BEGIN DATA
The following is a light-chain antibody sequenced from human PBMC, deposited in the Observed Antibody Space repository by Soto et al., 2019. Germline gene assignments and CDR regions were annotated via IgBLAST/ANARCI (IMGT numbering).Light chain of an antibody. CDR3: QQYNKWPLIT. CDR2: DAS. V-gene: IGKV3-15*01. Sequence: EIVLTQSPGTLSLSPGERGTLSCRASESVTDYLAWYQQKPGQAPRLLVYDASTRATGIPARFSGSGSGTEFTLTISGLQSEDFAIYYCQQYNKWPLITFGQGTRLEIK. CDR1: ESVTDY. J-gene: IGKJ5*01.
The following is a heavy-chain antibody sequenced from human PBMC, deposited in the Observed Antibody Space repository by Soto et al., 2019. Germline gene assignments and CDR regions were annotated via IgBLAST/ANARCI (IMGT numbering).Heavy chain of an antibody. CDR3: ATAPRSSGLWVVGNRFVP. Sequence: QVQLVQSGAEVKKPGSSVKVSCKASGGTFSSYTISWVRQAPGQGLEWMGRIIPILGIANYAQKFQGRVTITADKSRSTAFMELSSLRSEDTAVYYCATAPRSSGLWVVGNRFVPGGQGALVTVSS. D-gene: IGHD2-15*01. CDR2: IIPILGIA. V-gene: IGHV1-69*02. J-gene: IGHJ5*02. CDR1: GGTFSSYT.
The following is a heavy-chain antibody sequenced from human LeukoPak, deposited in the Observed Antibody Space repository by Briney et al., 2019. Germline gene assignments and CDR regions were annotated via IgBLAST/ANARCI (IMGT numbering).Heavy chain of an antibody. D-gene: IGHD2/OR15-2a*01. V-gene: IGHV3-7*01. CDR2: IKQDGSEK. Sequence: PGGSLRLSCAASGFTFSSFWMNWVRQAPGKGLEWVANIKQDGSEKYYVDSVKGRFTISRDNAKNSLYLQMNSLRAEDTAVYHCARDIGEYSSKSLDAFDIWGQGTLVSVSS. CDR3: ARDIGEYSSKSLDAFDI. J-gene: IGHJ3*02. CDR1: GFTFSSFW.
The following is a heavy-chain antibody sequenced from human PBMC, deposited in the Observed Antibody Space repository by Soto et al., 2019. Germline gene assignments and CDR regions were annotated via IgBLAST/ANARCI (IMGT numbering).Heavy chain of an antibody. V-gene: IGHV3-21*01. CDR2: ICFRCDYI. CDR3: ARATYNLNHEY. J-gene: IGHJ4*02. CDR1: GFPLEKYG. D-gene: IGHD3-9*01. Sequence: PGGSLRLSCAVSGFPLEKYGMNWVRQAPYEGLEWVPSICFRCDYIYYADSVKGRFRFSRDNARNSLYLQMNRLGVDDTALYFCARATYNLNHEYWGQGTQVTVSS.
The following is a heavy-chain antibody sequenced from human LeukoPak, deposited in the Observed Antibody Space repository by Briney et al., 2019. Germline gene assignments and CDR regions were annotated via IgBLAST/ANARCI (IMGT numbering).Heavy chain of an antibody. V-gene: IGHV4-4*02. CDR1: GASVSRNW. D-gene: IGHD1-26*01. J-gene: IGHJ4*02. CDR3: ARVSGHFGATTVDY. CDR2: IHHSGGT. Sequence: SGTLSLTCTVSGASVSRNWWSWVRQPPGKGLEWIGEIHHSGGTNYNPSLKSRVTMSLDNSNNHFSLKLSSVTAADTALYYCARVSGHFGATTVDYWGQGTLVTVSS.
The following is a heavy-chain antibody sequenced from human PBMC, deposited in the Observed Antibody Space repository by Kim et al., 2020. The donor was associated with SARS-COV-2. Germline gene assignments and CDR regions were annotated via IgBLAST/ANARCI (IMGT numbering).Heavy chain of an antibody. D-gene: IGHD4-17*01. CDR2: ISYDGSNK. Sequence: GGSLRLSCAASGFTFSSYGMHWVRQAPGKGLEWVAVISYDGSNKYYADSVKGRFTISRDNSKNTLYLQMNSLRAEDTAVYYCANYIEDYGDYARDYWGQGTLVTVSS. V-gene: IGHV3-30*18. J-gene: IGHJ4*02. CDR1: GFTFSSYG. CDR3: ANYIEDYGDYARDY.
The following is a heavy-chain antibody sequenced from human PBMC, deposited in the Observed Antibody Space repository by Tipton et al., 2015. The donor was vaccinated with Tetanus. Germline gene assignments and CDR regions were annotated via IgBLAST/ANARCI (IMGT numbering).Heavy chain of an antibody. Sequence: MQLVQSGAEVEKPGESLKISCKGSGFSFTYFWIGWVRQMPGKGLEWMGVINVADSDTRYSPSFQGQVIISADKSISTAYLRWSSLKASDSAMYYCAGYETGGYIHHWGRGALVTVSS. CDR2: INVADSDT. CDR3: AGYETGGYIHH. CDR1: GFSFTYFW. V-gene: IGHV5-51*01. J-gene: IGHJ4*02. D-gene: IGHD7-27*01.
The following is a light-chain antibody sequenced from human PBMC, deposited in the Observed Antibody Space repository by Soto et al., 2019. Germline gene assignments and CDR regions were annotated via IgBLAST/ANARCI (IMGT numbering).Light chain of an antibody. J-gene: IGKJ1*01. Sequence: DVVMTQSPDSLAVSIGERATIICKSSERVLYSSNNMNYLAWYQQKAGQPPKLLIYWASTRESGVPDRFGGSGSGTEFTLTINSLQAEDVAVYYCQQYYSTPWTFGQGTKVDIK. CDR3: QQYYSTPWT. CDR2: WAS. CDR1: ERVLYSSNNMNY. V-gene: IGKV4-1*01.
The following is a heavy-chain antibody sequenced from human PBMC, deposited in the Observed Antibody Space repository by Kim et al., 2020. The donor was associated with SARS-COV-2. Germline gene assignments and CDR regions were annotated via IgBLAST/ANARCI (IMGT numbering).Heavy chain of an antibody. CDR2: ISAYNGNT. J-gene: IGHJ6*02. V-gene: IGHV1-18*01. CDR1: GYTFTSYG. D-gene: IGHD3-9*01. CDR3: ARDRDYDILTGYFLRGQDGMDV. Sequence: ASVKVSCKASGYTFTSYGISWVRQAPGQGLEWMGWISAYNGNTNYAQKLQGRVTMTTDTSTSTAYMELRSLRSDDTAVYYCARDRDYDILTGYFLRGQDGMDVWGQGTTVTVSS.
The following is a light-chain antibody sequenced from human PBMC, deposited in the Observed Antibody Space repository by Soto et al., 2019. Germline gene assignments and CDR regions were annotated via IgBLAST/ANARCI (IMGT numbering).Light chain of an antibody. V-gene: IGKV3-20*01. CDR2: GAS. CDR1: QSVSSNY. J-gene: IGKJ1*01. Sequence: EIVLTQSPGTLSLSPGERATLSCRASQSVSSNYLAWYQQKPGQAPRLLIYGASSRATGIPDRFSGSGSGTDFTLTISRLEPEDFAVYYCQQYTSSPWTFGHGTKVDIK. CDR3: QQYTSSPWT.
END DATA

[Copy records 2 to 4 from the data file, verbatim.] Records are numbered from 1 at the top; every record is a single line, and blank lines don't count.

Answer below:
The following is a heavy-chain antibody sequenced from human PBMC, deposited in the Observed Antibody Space repository by Soto et al., 2019. Germline gene assignments and CDR regions were annotated via IgBLAST/ANARCI (IMGT numbering).Heavy chain of an antibody. CDR3: ATAPRSSGLWVVGNRFVP. Sequence: QVQLVQSGAEVKKPGSSVKVSCKASGGTFSSYTISWVRQAPGQGLEWMGRIIPILGIANYAQKFQGRVTITADKSRSTAFMELSSLRSEDTAVYYCATAPRSSGLWVVGNRFVPGGQGALVTVSS. D-gene: IGHD2-15*01. CDR2: IIPILGIA. V-gene: IGHV1-69*02. J-gene: IGHJ5*02. CDR1: GGTFSSYT.
The following is a heavy-chain antibody sequenced from human LeukoPak, deposited in the Observed Antibody Space repository by Briney et al., 2019. Germline gene assignments and CDR regions were annotated via IgBLAST/ANARCI (IMGT numbering).Heavy chain of an antibody. D-gene: IGHD2/OR15-2a*01. V-gene: IGHV3-7*01. CDR2: IKQDGSEK. Sequence: PGGSLRLSCAASGFTFSSFWMNWVRQAPGKGLEWVANIKQDGSEKYYVDSVKGRFTISRDNAKNSLYLQMNSLRAEDTAVYHCARDIGEYSSKSLDAFDIWGQGTLVSVSS. CDR3: ARDIGEYSSKSLDAFDI. J-gene: IGHJ3*02. CDR1: GFTFSSFW.
The following is a heavy-chain antibody sequenced from human PBMC, deposited in the Observed Antibody Space repository by Soto et al., 2019. Germline gene assignments and CDR regions were annotated via IgBLAST/ANARCI (IMGT numbering).Heavy chain of an antibody. V-gene: IGHV3-21*01. CDR2: ICFRCDYI. CDR3: ARATYNLNHEY. J-gene: IGHJ4*02. CDR1: GFPLEKYG. D-gene: IGHD3-9*01. Sequence: PGGSLRLSCAVSGFPLEKYGMNWVRQAPYEGLEWVPSICFRCDYIYYADSVKGRFRFSRDNARNSLYLQMNRLGVDDTALYFCARATYNLNHEYWGQGTQVTVSS.